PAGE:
Philippians

Philippians

PHILIPPI WAS A prosperous Roman colony in Thracia, at the northern end of the Aegean Sea. Here, the first congregation in Europe was established during Paul’s second missionary journey. Contrasting with the idea of a colony of Rome, the congregation of believers is seen as a ‘colony of heaven’, whose members are citizens of a heavenly kingdom (3:20). Paul’s visit to Philippi and the establishment of the congregation there is related in Acts 16. He was imprisoned by the authorities. As he writes this letter he is in prison again, in Rome. Yet he rejoices that his imprisonment has worked out ‘to advance the gospel’ (Philippians 1:12–18)— he has been able to preach to his guards. Unity in Christ Paul urges his readers to be ‘standing firm in one spirit, with one mind striving side by side for the faith of the gospel’ (1:27). If they are united in fellowship

Flesh and Spirit in Corinth

Flesh and Spirit in Corinth

THE NEWLY ESTABLISHED congregation of believers in the Greek city of Corinth faced many different spiritual challenges. The two letters which the Apostle Paul wrote to the Corinthians expose these challenges vividly. The most pressing concerned the ungodly behaviour of certain of the church’s members. There were also wrong teachings. It had got so bad that some brothers and sisters did not believe that Jesus Christ had risen from the dead! Despite this ‘perfect storm’ of moral and doctrinal difficulties, the Corinthian church was addressed by the Apostle Paul as ‘the church of God’ (1 Corinthians 1:2, 2 Corinthians 1:1). He did not distance himself from them, he appealed to them and set about correcting them. The Works of the Flesh Firstly, just how bad were the problems at Corinth? As a preamble to the answer, in Paul’s letter to the believers in Galatia we read: Now the works of

2 Corinthians

BETWEEN the two letters to Corinth we have in our Bibles, it seems there was another letter which has not been preserved—evidently even more severe in tone than the first letter (see 2 Corinthians 2:3–4). In 2 Corinthians the Apostle Paul admits his great relief that, according to news brought to him by Titus, the ‘in- between’ letter had been well received (see 7:6–15). Though Paul is reassured about the spiritual development of the Corinthian believers, there is still much for them to learn. They have to learn that discipleship of Christ is not easy, and that all true believers must expect opposition (4:7–18). Suffering for Christ In Corinth, opposition would mainly come from those who had leanings towards Judaism. The ‘Judaisers’ would insist that believers are bound by the rituals of the Law of Moses. Paul shows that the Law was only of a temporary nature, whereas those things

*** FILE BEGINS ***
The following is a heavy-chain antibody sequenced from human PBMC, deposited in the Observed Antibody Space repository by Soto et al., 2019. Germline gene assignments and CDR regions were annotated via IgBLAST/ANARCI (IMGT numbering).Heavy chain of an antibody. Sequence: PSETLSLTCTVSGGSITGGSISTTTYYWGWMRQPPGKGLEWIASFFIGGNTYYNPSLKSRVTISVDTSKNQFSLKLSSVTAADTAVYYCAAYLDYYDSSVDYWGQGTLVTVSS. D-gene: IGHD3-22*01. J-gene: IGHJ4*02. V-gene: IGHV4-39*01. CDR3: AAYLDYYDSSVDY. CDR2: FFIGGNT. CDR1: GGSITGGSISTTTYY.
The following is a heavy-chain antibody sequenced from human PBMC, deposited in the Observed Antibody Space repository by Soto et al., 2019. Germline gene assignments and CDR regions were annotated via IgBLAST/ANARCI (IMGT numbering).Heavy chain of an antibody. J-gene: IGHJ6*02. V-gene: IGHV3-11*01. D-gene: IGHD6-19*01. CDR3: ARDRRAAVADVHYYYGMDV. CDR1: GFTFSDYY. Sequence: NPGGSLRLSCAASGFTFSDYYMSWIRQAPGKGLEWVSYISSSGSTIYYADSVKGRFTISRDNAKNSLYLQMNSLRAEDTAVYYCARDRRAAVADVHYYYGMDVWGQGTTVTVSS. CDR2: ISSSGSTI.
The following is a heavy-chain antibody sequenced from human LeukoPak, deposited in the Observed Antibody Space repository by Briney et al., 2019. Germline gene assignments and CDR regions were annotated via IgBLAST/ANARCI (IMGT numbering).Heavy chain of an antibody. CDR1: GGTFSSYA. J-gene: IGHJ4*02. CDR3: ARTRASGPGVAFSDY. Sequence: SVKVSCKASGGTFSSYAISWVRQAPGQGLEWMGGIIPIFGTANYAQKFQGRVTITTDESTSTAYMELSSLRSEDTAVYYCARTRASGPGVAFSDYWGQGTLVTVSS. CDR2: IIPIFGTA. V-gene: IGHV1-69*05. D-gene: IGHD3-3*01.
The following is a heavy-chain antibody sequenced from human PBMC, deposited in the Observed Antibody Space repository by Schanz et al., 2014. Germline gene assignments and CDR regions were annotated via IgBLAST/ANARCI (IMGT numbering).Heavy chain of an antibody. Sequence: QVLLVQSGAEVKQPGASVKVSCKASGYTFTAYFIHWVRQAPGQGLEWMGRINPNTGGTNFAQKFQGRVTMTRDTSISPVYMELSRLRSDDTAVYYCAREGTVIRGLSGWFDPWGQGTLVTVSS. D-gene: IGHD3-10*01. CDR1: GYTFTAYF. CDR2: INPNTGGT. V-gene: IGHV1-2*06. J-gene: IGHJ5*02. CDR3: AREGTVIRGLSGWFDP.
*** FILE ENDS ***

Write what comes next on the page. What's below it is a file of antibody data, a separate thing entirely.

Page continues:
Saul on the Damascus Road

Saul on the Damascus Road

This must be one the most amazing and moving stories in the Bible—except for the life of the Lord Jesus. It is a story of power, zeal, religious passion and hatred, and it ends with humility, grace and love. You may be more familiar with Saul by his later name—the Apostle Paul. To fully appreciate the incident we need to examine his background, and very interesting it is. Saul was born in Tarsus in the province of Cilicia, said to be ‘no obscure city’ (Acts 21:39). By birth a Jew of impeccable pedigree, his father a Pharisee, a Roman citizen. He quoted this when arrested (Acts 16:37, 22:25–26). It was the Jewish custom to teach boys a manual trade, and Saul was a tent maker (Acts 18:3). He would have left his home as a young man and gone to Jerusalem, where he would be educated in the Jewish laws

Acts

Acts

THE WRITER IS Luke, who reminds us that he has previously written—in his Gospel— of ‘all that Jesus began to do and teach’ (Acts 1:1). The book of Acts starts with Jesus’ ascension to heaven (1:9), and shows how Jesus was still at work after his ascension in the spread of the Gospel by his followers. Chapters 2–12 show how, with God’s power (the Holy Spirit), Christ’s apostles preached the Gospel in Jerusalem, Judea and Samaria. The preaching was so effective that thousands believed and were baptized (2:41, 47; 5:14; 11:24). In Jesus’ name the apostles also performed miracles. Their message always concerned ‘the kingdom of God and the name of Jesus Christ’ (8:12; 19:8; 28:23, 31). It was a message rooted in Old Testament history and God’s promises to the fathers of Israel, but it was now based on the work of Jesus Christ and not the Law of

Different Points of View

Different Points of View

IT’S GOOD TO BE able to see other people’s points of view. If we all did this more often there would be more understanding and less confrontation in the world. People with strong opinions can be particularly bad at seeing different points of view. They can be intolerant of those who disagree with them. Perhaps, deep down, this is because they are afraid of having their beliefs challenged. Some of the most opinionated people you’ll meet are religious people. And as it happens, religious people can be some of the most intolerant. You only need to think of the brutalities of the Church Inquisitions over the last few centuries, or the so-called Islamic State in recent years. Reacting against the intolerance and bigotry that’s undoubtedly characterised many churches in the past, many modern Christians make a point of being nonconfrontational and inclusive—to the extent that it’s common to hear phrases